The Agile Challenge
“Agile” is a relatively recent buzzword in the consulting world. In October 2020, McKinsey conducted a survey of over 2,000 companies to understand their efforts to become more agile and the level of success they had achieved. Surprisingly, 50% of the companies surveyed were doing nothing in this regard. Among the remaining 50%, two-thirds claimed to be pursuing transformation but were essentially treading water with no decisive action and minimal or no discernible business impact. Only 10% of the remaining one-third reported successful agile transformations.
Clearly, the investment in agile transformation often falls short of the desired outcomes. How agile do you believe your company and team are? If you’re unsure about how to evaluate your team or company, consider using McKinsey’s Five Trademarks of Agile Organizations (see the image below).
The Barrier of Fragility
So, what makes agility so challenging to attain? In any strategic initiative or execution of a vision, it’s just as important to identify and deeply understand the barriers and inhibitors to success as it is to articulate the strategy and vision. The intangible barriers to success are often the most challenging to acknowledge and identify.
One of the most frequently overlooked barriers to agility is fragility. Being agile necessitates continuous learning and growth. It means embracing volatility and uncertainty rather than fearing them. Agile individuals welcome change rather than feeling threatened by it. Agility requires flexibility, adaptability, and resilience. Fragility, on the other hand, undermines all of these qualities. In fact, fragility inhibits the very kind of growth that humans and most organisms excel at: growth through adversity. This concept is central to Nassim Taleb’s thesis in his brilliant book, ‘Antifragile.’
Taleb argues that the opposite of fragility is not durability but something that becomes stronger under stress. Lacking an existing English word for this idea, Taleb coined the term ‘antifragile.’ Herein lies the problem: by catering to people’s inclination for fragility, we deny them the opportunity to develop agility. This trend is observable in our child-rearing practices, educational institutions, and even in our efforts to avoid causing offense in discussions related to personal pronouns, race, gender, religion, or ethnicity. Of course, no one should speak or act in ways that are offensive to others. However, instead of insulating ourselves from the possibility of offense, we might benefit more from learning resilience in the face of offensive behavior.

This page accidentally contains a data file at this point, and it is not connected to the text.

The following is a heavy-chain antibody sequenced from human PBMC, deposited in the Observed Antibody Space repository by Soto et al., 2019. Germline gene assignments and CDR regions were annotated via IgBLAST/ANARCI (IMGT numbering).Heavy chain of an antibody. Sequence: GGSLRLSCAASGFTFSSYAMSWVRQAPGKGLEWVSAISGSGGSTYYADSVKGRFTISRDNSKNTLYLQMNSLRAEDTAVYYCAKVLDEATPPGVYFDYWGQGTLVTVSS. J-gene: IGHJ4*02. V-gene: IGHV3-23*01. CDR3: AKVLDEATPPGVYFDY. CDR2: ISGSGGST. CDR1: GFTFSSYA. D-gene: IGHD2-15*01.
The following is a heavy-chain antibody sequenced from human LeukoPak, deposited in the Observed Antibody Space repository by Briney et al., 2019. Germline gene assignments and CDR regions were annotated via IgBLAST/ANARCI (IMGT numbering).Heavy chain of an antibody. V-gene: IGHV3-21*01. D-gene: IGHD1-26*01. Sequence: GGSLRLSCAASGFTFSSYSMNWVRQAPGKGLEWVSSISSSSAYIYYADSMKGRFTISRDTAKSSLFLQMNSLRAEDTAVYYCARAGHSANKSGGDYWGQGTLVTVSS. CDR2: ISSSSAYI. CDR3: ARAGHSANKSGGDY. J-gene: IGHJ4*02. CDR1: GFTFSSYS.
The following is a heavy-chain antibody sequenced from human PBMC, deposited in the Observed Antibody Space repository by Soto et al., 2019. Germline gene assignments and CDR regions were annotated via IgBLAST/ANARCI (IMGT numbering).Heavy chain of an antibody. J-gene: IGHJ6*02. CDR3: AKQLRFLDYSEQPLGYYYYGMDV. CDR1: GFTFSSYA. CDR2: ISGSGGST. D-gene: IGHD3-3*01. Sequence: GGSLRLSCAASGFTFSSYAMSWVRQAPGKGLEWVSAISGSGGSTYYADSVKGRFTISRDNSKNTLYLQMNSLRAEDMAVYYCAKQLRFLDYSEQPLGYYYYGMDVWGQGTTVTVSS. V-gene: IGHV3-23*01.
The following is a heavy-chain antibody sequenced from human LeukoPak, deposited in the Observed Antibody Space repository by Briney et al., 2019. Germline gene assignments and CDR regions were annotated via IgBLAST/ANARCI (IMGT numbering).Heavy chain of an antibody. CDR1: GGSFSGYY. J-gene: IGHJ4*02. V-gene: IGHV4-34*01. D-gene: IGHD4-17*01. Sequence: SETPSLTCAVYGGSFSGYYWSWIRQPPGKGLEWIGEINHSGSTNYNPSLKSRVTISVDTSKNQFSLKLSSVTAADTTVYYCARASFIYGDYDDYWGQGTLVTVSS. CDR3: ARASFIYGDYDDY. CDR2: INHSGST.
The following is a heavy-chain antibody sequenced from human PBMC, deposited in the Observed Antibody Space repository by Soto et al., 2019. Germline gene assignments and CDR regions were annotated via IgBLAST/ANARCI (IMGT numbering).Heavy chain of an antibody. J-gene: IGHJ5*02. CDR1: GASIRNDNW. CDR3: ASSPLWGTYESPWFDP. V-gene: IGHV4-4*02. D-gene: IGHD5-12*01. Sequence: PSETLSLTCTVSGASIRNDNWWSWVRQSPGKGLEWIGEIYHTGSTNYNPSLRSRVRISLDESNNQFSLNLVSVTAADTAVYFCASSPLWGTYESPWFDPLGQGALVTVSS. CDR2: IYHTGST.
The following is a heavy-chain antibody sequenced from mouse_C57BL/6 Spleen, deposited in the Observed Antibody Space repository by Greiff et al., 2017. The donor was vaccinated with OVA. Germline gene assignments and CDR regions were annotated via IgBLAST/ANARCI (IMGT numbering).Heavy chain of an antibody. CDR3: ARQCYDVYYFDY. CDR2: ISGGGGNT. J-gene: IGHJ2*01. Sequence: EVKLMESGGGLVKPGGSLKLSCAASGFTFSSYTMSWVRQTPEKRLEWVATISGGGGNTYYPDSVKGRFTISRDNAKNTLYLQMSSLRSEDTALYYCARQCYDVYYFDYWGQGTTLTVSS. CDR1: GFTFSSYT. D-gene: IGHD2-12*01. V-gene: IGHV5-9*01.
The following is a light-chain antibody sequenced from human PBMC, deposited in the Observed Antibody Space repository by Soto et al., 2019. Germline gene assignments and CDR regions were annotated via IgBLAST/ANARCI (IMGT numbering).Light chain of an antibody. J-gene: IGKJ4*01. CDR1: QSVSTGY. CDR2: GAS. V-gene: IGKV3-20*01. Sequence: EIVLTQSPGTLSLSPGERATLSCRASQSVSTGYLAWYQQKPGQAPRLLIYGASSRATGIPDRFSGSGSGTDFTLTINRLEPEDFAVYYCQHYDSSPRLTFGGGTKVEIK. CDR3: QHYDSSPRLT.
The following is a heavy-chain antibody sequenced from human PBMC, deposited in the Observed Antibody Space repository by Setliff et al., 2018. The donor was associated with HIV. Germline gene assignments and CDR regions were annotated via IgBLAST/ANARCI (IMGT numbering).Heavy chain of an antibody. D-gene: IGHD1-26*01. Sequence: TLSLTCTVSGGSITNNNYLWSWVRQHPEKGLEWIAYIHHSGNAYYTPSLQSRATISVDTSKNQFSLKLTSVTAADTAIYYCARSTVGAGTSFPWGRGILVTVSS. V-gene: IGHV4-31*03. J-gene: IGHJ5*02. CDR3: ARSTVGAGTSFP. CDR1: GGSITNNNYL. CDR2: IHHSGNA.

By catering to people’s inclination for fragility, we deny them the opportunity to develop agility.
The tendency to nourish fragility instead of encouraging agility also surfaces in many educational institutions that go to great lengths to ensure that even mediocre students achieve high grades, shielding them from the disappointment of failure. Jill Filipovic wrote an article in The Atlantic this month titled ‘The Resilience Gap,’ discussing the prevalence of trigger warnings before potentially uncomfortable or offensive journalism. This leads Jill to ask whether we have unintentionally raised a generation with fewer tools to handle hardship. Regrettably, it appears that we have. We go to great lengths to curate comfortable environments and experiences for ourselves and others, and to avoid discomfort at almost any cost. We ‘cancel’ individuals who challenge our ideas, create employee-centric cultures to minimize employee discomfort, and even allow employees to work from home in their pajamas to avoid the discomfort of commuting to the office.
Jill Filipovic quotes Martin Seligman, the director of the Positive Psychology Center at the University of Pennsylvania, who noted that about as many people who experience PTSD after military trauma also show something called post-traumatic growth. This means that despite a difficult experience, they emerge stronger physically and psychologically than they were initially. We understand the principles of antifragility and growth through hardship in areas like physical training and sports. We know that avoiding the pain of exertion deprives us of the exhilaration of athletic victory. So why have we become so determined to soften our work and life experience to the point where agility seems unattainable?
We cannot manage for agility and educate for fragility. We cannot pursue agile strategies in fragile cultures. Teams and individuals must learn to master the unexpected, the uncomfortable, and the emotionally, physically, and mentally challenging aspects of their work and lives. Only then can they truly excel in agility.
We cannot manage for agility and educate for fragility. We cannot pursue agile strategies in fragile cultures.
As a leader, one of the most significant favors you can do for your team is to allow discomfort into the team experience. Avoid intervening to shut down comments or behaviors that might create discomfort within the team. Show your excitement when unpredictable events occur that could disrupt your plans, instead turning these challenges into constructive opportunities.
If your team is self-motivated, bright, and competent, they are likely to require less management from their leader, and more wisdom. Your role becomes more about educating than commanding. While always being sensitive to people’s feelings, teach them how to navigate difficulties rather than avoid them. Even without embarking on a formal agile transformation program, your efforts to teach antifragility will deliver the agility that previously eluded you.
My Team at Lapin International is expert at facilitating a safe space for fragility to be challenged and at cultivating emotional agility in a team. If you would like to, please contact me directly at firstname.lastname@example.org for further information.